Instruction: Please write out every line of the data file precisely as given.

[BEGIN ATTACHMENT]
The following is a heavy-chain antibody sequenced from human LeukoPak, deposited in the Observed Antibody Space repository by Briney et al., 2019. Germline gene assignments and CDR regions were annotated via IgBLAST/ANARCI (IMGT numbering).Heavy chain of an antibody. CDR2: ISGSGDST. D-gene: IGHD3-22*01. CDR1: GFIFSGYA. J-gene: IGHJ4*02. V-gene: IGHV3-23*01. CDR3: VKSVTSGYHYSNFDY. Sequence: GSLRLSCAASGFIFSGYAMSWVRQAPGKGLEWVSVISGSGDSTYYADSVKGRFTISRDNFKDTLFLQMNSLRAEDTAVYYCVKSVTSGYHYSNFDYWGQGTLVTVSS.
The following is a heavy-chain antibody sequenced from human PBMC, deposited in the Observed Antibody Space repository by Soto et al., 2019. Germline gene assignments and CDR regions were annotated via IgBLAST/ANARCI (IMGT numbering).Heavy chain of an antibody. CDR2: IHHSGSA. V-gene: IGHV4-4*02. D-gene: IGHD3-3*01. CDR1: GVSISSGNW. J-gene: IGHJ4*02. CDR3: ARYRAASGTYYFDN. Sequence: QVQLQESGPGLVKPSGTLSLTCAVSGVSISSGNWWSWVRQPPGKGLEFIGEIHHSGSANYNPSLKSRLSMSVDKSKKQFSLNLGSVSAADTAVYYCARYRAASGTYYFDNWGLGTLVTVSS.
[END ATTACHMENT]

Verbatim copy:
The following is a heavy-chain antibody sequenced from human LeukoPak, deposited in the Observed Antibody Space repository by Briney et al., 2019. Germline gene assignments and CDR regions were annotated via IgBLAST/ANARCI (IMGT numbering).Heavy chain of an antibody. CDR2: ISGSGDST. D-gene: IGHD3-22*01. CDR1: GFIFSGYA. J-gene: IGHJ4*02. V-gene: IGHV3-23*01. CDR3: VKSVTSGYHYSNFDY. Sequence: GSLRLSCAASGFIFSGYAMSWVRQAPGKGLEWVSVISGSGDSTYYADSVKGRFTISRDNFKDTLFLQMNSLRAEDTAVYYCVKSVTSGYHYSNFDYWGQGTLVTVSS.
The following is a heavy-chain antibody sequenced from human PBMC, deposited in the Observed Antibody Space repository by Soto et al., 2019. Germline gene assignments and CDR regions were annotated via IgBLAST/ANARCI (IMGT numbering).Heavy chain of an antibody. CDR2: IHHSGSA. V-gene: IGHV4-4*02. D-gene: IGHD3-3*01. CDR1: GVSISSGNW. J-gene: IGHJ4*02. CDR3: ARYRAASGTYYFDN. Sequence: QVQLQESGPGLVKPSGTLSLTCAVSGVSISSGNWWSWVRQPPGKGLEFIGEIHHSGSANYNPSLKSRLSMSVDKSKKQFSLNLGSVSAADTAVYYCARYRAASGTYYFDNWGLGTLVTVSS.